China's manufacturing activity contracted in November for the first time in 32 months, official data showed Thursday, as deepening global economic woes impact the country's key export sector.
The purchasing managers index (PMI) fell to 49 last month, down 1.4 points from October, marking the first contraction since March 2009, the China Federation of Logistics and Purchasing said in a statement.
A reading above 50 indicates the sector is expanding while a reading below 50 suggests a contraction.
HSBC said its manufacturing activity index also fell to a 32-month low of 47.7 in November from 51 in October, slightly worse than preliminary data released last week and signalling a "solid deterioration" in the sector.
IHS Global Insight analyst Alistair Thornton said the "shocking" data showed the world's second largest economy was "sagging under the weight of this year's credit tightening".
Most of the measures in the official survey deteriorated in November, with new orders and new export orders contracting, suggesting weakening demand in China as well as Europe and the United States for Chinese-made products.
The weak figures signalled China's economy "would continue to slow", government analyst Zhang Liqun said in the statement.
But he ruled out a "huge downfall" in the Asian powerhouse due to the strength of domestic investment and consumption.
HSBC chief economist Qu Hongbin said the data, combined with a faster than expected easing in inflation, implied "growth is set to overtake inflation as Beijing's top policy concern".
The latest PMI numbers come a day after authorities cut bank reserve levels for the first time in three years to help boost lending and spur growth to counter alarming signs of a domestic slowdown and the crisis in key export markets.
Analysts had forecast such a move after the central bank said recently it would "fine-tune" monetary policy amid growing concerns that the weak global economy is increasing the risk of a sharp slowdown in China.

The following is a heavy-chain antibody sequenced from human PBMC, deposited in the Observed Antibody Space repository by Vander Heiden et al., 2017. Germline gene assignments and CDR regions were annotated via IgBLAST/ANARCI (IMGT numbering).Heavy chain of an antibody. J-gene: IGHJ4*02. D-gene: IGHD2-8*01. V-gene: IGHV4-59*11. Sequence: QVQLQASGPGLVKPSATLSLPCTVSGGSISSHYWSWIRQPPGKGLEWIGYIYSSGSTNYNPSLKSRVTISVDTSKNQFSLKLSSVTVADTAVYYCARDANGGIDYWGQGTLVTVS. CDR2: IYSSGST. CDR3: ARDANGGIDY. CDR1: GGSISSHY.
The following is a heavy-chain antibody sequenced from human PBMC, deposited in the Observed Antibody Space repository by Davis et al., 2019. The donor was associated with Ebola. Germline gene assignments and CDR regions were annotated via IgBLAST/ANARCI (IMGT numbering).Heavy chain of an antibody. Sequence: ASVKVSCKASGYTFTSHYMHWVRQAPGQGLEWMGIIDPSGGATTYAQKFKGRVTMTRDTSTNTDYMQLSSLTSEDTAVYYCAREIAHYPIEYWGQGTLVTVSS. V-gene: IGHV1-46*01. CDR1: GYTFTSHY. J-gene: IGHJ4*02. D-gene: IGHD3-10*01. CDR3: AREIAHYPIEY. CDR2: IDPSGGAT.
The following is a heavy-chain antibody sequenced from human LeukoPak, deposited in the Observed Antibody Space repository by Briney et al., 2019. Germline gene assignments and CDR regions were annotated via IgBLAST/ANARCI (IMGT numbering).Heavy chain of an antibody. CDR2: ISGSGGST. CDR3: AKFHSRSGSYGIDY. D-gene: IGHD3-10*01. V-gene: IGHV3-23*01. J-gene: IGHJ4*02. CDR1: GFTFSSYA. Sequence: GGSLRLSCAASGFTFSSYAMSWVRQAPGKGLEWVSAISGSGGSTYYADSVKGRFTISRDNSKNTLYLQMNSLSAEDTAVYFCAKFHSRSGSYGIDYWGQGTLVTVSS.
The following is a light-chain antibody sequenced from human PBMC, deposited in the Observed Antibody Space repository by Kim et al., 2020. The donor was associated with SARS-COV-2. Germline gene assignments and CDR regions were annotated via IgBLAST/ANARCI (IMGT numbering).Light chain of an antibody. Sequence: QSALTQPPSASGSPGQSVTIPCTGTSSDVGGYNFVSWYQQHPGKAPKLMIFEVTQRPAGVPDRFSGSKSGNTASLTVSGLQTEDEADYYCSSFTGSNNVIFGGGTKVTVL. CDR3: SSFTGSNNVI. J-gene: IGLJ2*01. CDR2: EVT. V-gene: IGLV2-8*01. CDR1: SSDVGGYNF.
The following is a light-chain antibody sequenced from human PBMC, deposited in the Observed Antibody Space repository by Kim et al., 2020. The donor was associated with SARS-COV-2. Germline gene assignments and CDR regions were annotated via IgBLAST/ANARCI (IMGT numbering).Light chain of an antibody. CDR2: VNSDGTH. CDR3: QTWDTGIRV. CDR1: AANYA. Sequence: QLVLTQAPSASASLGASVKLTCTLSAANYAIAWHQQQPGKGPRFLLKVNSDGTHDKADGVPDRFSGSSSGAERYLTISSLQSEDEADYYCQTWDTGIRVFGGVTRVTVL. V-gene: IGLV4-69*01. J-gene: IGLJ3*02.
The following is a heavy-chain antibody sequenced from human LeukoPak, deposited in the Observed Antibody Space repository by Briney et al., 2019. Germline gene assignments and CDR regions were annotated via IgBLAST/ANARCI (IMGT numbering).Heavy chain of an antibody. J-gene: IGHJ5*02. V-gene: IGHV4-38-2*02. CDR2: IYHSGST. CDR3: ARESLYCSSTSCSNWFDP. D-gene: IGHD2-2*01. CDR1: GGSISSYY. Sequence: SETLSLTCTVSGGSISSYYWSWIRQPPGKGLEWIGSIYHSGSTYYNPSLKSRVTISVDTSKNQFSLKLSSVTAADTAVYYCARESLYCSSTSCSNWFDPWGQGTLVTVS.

"The message is clear: the economy is slowing much faster than expected and the government has stepped into the ring. The loosening campaign has begun," said Thornton.
We expect this to feed through into slower industrial production growth numbers for November, and slower gross domestic product numbers for the fourth quarter."
The move to boost lending, which analysts estimate unlocked 350 billion yuan (about $55 billion) in liquidity, is the strongest signal yet that the government wants to ease tight credit restrictions put in place to curb surging inflation and property prices -- now showing signs of easing.
China's property market, a mainstay of the Asian country, has faced slumping sales and prices nationwide amid tough government restrictions on property purchases and bank lending.
The country's consumer inflation eased in October to 5.5 percent, the slowest pace since May, while exports and imports sank in October as slowing growth in China and overseas woes sapped demand for Chinese goods.
Economic growth also slowed to an annual 9.1 percent in the third quarter from 9.5 percent in the previous quarter.
China, anxious about rising living costs, has pulled on a variety of levers to curb price rises in the past 18 months, including restricting the amount of money banks can lend and hiking interest rates five time since October 2010.